Though we purchased a memorial that we keep on our mantel to remind us of the child we had for such a short time, it almost hasn't seemed real at times. All we had was those three days of joy, of believing that we were going to have a baby. I didn't have any sense of whether the child was a boy or a girl, and we did not name the baby. As early as it was, there was no identifiable body, just a heavier than normal period. And then it was over. 



In June that it hit me that our child would have been due that month; I wouldn't have been able to travel to the family reunion. But I had to shut it away to get through the child/family centered event. Now I am remembering that it was about this time last year that our TTC roller coaster took a horrifying twist. The bandage is loosening; I am peeking at the wound. It hasn't healed completely, though it is no longer so raw that it cannot be exposed. Slowly the plaster is loosening; the scar will be there forever but in time it will no longer be debilitating.

10 comments:

  1. Oh Stephanie! I am so sorry. So sorry. Please know of my prayers for you as you continue to peak at the wound.

    (((Hugs))) and prayers. Sweet baby, intercede for your mommy.

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  2. Tears in my eyes reading this...I'm so sorry you had to go through that. It must be so hard to think about, to process, to come to grips with. I'm sorry you lost your baby and sorry your heart is hurting =(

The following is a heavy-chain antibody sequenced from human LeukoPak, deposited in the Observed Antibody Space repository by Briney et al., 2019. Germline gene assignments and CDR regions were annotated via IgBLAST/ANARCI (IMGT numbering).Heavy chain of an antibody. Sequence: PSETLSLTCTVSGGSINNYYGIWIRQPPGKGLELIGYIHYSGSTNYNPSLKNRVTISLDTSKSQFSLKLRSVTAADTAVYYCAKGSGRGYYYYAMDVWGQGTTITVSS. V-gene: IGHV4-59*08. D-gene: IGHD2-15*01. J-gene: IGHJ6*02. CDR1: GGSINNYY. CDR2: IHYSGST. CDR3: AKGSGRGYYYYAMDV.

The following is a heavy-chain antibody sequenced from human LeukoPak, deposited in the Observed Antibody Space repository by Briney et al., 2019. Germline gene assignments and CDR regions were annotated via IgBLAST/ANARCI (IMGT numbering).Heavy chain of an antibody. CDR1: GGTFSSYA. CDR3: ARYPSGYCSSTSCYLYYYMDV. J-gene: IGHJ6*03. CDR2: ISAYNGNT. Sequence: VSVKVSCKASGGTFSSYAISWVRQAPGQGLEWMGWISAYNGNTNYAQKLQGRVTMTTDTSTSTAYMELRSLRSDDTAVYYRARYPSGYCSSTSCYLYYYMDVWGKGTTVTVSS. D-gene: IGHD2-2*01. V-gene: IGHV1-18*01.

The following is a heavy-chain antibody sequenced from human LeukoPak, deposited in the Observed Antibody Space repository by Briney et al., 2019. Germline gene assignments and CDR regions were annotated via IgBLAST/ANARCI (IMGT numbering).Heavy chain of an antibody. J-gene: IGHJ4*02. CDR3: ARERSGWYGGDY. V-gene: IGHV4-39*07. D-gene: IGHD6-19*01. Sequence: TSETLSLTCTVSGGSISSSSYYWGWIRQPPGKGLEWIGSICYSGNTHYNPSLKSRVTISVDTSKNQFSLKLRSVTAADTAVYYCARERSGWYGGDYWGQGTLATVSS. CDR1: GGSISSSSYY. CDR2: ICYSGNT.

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  3. Oh, I am so sorry Stephanie. Its so hard to figure out how to grieve for someone you never met, but loved so so much. Prayers for you.

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  4. Praying for you! Thank you so much for sharing your heart and I am so sorry you had to go through that. I wish no one had to go through IF or miscarriage :( Sending (((hugs))) and prayers.

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  5. Feeling sad with and for you right now. Glad you are allowing yourself to grieve.

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  6. Praying for you. These wounds are easier to cover than to treat. You are a strong woman for facing them now. Praying for your emotional healing!

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  7. Praying for you Stephanie! It is hard to face the past hurts. I am so proud of you!

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  8. My heart breaks for the loss of your little one and all you have endured. Thank you for sharing this story and so poignantly! Your vulnerability/trust is so beautiful and inspiring. Prayers <3

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  9. I'm so sorry that those days of joy were so short; but thank you for sharing your sweet baby with us; praying for you and your continued healing!

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  10. What a difficult and painful experience. I'm so sorry you lost your baby. Prayers for you as you continue to heal. Have you considered naming your baby? I've known other couples who give their child a girl and boy name since they didn't know which (like Mary John) and it seemed to help, especially when praying to/for the child.